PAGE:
Renault Taxi de la Marne

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Renault Taxi de la Marne
Taxi de la Marne Renault Type AG 1913.JPG
Also calledRenault Type AG
Renault Type AG-1
Renault Marne Taxi
DesignerLouis Renault
Body and chassis
Class2-door taxi cab
Body style4-door sedan
LayoutFR layout
EngineI2, 1205 cc, 8 CV

The Renault Type AG, commonly referred to as the Renault Taxi de la Marne or Marne Taxi is a hackney carriage automobile manufactured by the French automaker Renault from 1905 to 1910. The name Taxi de la Marne was not used until the outbreak of World War I, when the fleet of Paris taxis was requisitioned by the French Army to transport troops from Paris to the First Battle of the Marne in early September 1914.

Production and sales[edit]

It was the first car produced after Marcel Renault's death in 1903, along with another four models. The vehicle was produced in Renault's 22,000 square metres (240,000 sq ft) assembly plant in Billancourt.[1]

A car-rental company in Paris ordered 1,500 cars in 1905 as a result of a recent invention that automatically calculated how much the passenger had to pay, the taximeter.[clarification needed] By 1907, Renault had sold over 3,000 Type AGs, with exports to Argentina, the United Kingdom, and the United States.[1] Approximately 1,100 vehicles were shipped to London to serve as taxi cabs.[1]

First Battle of the Marne[edit]

Prior to the start of the war, Paris had over 10,000 taxis.[2] However with the onset of World War I, only 3,000 taxis were still in service in Paris by September 1914; typically driven by chauffeurs aged 55 to 65.[2] Many of these taxis were Renault Type-AGs, owned by the G7 taxi company;[2] and as a result, gained the attention of the public for its role in transporting soldiers to the First Battle of the Marne from 6 September to 8 September.[3]

During the battle, the French Army's 62nd Division arrived at a railway station outside Paris, a significant distance away from the main battle. The French Army estimated it needed approximately 1,200 taxis to transport the 6,000 man division to the battle, resulting in the National Gendarmerie searching for taxis throughout Paris, and the village of Gagny.[2] On 6 September 1914, General Gallieni gathered about six hundred taxicabs at Les Invalides in central Paris to carry soldiers to the front at Nanteuil-le-Haudouin, fifty kilometres away. In the night of 6-7, two groups set off: the first, comprising 350 vehicles, departed at 10 PM, and another of 250 an hour later.[4] Each taxi carried five soldiers, four in the back and one next to the driver.[2] Only the back lights of the taxis were lit; the drivers were instructed to follow the lights of the taxi ahead. The chauffeurs were willing to provide their services to the French Army due to the promise of reimbursement for distance travelled, which resulted in races between taxi cab drivers to reach the collection points, as well as a traffic jam at the collection points themselves.[2] Most of the taxis were demobilised on 8 September but some remained longer to carry the wounded and refugees. The taxis, following city regulations, dutifully ran their meters. The French treasury reimbursed the total fare of 70,012 francs.[5][6][7] In total, taxis helped transport approximately 4,000 men, or five battalions to the battle.[8]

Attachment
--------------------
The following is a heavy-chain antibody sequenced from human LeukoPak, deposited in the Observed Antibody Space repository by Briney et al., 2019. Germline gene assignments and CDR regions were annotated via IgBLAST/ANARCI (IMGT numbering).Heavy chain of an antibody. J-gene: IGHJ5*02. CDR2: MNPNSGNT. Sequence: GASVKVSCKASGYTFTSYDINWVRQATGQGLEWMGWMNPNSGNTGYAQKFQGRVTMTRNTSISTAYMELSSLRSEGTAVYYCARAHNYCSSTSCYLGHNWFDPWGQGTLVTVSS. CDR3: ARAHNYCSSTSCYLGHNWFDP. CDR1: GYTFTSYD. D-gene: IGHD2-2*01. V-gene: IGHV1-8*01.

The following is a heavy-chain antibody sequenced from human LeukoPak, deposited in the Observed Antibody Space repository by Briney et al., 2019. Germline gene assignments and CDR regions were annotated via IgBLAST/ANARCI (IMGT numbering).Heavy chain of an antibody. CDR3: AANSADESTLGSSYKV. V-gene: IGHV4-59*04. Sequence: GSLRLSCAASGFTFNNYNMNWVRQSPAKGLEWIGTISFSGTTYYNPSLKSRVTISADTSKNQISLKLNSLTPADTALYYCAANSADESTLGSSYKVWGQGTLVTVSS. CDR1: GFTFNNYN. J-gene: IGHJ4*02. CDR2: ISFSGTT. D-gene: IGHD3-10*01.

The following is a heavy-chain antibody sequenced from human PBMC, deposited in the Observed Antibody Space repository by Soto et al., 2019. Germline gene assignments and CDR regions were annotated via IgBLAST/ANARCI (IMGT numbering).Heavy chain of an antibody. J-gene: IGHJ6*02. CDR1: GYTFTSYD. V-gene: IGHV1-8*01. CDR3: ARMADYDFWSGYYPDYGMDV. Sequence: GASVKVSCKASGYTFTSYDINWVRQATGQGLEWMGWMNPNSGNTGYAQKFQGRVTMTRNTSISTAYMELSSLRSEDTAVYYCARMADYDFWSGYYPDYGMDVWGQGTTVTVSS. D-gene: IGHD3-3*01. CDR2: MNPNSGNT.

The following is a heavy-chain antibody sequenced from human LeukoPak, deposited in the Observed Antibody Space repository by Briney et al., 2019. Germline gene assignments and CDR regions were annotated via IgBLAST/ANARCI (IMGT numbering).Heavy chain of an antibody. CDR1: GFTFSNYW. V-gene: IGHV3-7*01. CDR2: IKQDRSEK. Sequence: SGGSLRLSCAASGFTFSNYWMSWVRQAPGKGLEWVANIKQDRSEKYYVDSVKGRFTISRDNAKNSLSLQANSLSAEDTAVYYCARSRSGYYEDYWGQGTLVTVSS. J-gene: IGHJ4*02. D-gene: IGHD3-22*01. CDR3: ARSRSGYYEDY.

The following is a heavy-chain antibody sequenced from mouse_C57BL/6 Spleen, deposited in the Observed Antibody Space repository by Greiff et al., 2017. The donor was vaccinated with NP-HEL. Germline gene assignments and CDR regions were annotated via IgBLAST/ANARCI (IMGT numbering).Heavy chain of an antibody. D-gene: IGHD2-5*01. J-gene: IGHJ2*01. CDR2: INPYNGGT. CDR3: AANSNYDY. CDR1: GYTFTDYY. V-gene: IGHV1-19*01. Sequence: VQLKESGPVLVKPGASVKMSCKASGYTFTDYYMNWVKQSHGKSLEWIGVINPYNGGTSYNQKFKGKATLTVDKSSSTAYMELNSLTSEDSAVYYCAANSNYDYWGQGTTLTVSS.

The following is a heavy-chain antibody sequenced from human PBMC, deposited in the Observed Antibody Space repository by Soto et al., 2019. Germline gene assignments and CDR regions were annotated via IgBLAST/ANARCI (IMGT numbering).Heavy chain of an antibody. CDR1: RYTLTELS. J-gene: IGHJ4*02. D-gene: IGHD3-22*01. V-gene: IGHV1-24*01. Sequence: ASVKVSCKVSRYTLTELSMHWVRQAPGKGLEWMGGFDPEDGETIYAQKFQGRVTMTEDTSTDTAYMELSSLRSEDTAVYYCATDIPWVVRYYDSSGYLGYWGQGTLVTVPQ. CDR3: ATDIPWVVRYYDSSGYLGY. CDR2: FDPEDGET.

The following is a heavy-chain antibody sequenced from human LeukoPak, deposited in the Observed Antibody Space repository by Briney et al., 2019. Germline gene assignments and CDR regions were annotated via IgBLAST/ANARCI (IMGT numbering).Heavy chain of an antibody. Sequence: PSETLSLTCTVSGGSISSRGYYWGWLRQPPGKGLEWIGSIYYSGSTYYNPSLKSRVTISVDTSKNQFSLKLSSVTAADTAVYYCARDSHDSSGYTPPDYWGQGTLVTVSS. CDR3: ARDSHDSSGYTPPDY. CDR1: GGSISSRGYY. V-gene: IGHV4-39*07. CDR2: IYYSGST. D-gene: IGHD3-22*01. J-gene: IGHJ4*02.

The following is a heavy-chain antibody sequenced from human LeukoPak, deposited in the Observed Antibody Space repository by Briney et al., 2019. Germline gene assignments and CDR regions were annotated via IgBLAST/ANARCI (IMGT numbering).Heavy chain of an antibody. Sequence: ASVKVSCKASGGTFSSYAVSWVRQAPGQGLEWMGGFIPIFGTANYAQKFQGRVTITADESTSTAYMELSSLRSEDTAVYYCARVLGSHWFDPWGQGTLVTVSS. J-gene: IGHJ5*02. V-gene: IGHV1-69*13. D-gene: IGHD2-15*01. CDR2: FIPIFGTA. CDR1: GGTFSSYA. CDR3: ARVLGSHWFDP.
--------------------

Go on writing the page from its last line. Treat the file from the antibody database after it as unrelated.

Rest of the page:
Although the Marne taxis were used to transport members of the 62nd Division, its public prominence was largely due to the improvised nature of the effort. Analysis of the battle typically view the role of the taxis' as marginal in the overall course of the battle;[2][9] as the bulk of the 150,000 soldiers in the French 6th Army had already been brought to the battle earlier by train.[8] However, reports on the Marne taxis had a real effect in boosting the morale of French Army, and its civilian populations.[9]


  1. ^ a b c Jacobs, A. J. (2015). The New Domestic Automakers in the United States and Canada: History, Impacts, and Prospects. Lexington Books. p. 43. ISBN 0-7391-8826-7.
  2. ^ a b c d e f g Mom 2014, p. 244.
  3. ^ Mom 2014, p. 243.
  4. ^ "Septembre 1914 - Les taxis de la Marne".
  5. ^ Boucard 2013, p. 750.
  6. ^ Fierro 1996, p. 1166.
  7. ^ Tyng 1935, pp. 239–40.
  8. ^ a b Mom 2014, p. 245.
  9. ^ a b Hanc, John (24 July 2014). "A Fleet of Taxis Did Not Really Save Paris From the Germans During World War I". Smithsonian Magazine. Retrieved 24 December 2019.

Further reading[edit]

  • Mom, Gijs (2014). Atlantic Automobilism: Emergence and Persistence of the Car, 1895-1940. Berghahn Books. ISBN 1-7823-8378-6.CS1 maint: ref=harv (link)

External links[edit]

Media related to Renault Taxi de la Marne at Wikimedia Commons